But most spoke in favor of the moratorium.
Supporters of the moratorium argued time was needed to ensure that the proper guidelines are in place that will strike the delicate balance between the demand for renewable energy facilities and the preservation of the environment.
Opponents argued the moratorium kills jobs and hurts the local economy, and that the county could accomplish its goals without the moratorium.
Bill Perez, executive secretary for the San Bernardino and Riverside Counties Building Construction Trades Council, told the board that hundreds of Inland Empire construction workers will remain out of work as a result of the moratorium.
“I don’t think they’re in a position to say, ‘there’s a moratorium on my work,'” Perez said. “A moratorium sends chills across the Inland Empire.”
The board adopted an ordinance on June 12 imposing a 45-day moratorium, with the option to extend the moratorium by up to a year. The 10-month, 15-day extension allows the county the full year to prepare its guidelines for solar development.
Supervisor James Ramos said it is unlikely that the county will need the entire 10 months, 15 days, and that it is likely that the moratorium will be lifted before then.
He said the moratorium will give residents some peace of mind and ensure solar projects don’t wind up in their backyard, while also allowing the county to establish the proper parameters for solar projects to avoid future conflicts.
“The current (development) plan is nearly silent on renewable energy and the development code permits solar projects to back up against residential areas in the unincorporated parts of the county,” Ramos said in a statement Tuesday. “We need the next three to six months to properly plan for the impact these solar projects have on the rural communities of our county.”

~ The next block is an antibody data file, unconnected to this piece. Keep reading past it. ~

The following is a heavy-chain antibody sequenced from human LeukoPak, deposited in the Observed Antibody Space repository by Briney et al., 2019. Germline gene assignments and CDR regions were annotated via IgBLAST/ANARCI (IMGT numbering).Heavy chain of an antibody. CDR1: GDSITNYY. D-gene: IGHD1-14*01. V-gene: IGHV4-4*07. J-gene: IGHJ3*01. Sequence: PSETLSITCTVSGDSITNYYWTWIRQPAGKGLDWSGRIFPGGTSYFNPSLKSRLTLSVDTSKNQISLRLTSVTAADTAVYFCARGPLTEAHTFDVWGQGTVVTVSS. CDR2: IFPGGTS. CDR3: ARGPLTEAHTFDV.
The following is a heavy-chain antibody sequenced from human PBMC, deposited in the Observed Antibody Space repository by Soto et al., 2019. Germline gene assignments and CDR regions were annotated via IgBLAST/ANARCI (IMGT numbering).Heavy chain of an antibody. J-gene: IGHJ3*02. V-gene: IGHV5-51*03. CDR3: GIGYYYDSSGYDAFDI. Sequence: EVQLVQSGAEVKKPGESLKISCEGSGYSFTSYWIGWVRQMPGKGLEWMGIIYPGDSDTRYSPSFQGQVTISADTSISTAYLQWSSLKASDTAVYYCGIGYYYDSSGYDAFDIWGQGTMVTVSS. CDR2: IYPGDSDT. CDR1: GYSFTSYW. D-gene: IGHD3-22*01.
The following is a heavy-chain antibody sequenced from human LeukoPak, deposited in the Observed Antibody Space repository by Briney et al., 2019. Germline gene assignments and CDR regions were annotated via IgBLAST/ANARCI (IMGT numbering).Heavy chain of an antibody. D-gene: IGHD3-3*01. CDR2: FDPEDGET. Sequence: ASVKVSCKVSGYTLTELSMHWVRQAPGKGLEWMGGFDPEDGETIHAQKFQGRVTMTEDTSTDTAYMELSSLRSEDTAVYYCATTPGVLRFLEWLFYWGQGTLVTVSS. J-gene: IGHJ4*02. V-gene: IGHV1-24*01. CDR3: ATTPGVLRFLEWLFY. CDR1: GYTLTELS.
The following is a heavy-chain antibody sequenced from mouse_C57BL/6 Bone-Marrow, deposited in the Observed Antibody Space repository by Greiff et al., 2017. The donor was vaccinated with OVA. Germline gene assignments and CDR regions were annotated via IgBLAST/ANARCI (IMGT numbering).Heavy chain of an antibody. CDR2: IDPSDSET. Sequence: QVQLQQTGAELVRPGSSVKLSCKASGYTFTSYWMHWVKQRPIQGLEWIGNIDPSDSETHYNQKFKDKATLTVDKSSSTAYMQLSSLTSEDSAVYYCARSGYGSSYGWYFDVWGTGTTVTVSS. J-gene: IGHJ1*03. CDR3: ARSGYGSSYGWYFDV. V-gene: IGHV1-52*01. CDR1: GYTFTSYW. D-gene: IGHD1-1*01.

County Planning Director Terri Rahhal said it should take her staff anywhere from three to six months to have a draft of the development code amendment ready for the board’s consideration.
Supervisor Josie Gonzales said she would like to see verbiage in the development code that provides flexibility for the county to address rapidly changing technologies in the renewable energy field in future years. And she said she would like to be assured that due diligence has been done to avoid any unintended consequences such projects could bring,
It was discovered too late that the 4,000-acre site for the county’s first large-scale commercial solar project — the Ivanpah Solar Electric Generating Station in the Ivanpah Valley near the Nevada border — was home to far more federally endangered desert tortoises than thought. It prompted the temporary halting of construction in 2011 until BrightSource Energy, the Oakland-based company building the complex, could mitigate the problem.
“Once we lose that natural landscape, we don’t have enough life to recreate it again,” Gonzales said.
The county was awarded a $700,000 grant from the California Energy Commission on June 12, which will go toward the creation of the “renewable energy and conservation element” of the development code.
San Bernardino County was one of five counties that received a total of $3.3 million in grants from the Energy Commission to address renewable energy projects and resources. The other counties to received grants were Imperial, San Luis Obispo, Los Angeles and Inyo.
The moratorium does not apply to projects that had already been approved by the Board of Supervisors prior to the moratorium.
County CEO Greg Devereaux said there are 25 renewable energy projects that have already been approved and are under construction, and Planning Director Terri Rahhal said seven applications received by the county prior to the moratorium are still under review.
Board of Supervisors Chairwoman Janice Rutherford said the number of projects in the pipeline should be enough to keep people working for the next several months while the county works out its plan.
“Our ordinance is broken. It needs to be fixed and I think we need to give sufficient thought to it,” Rutherford said. “It looks like we’ll be very busy over the next couple of months to get this done.”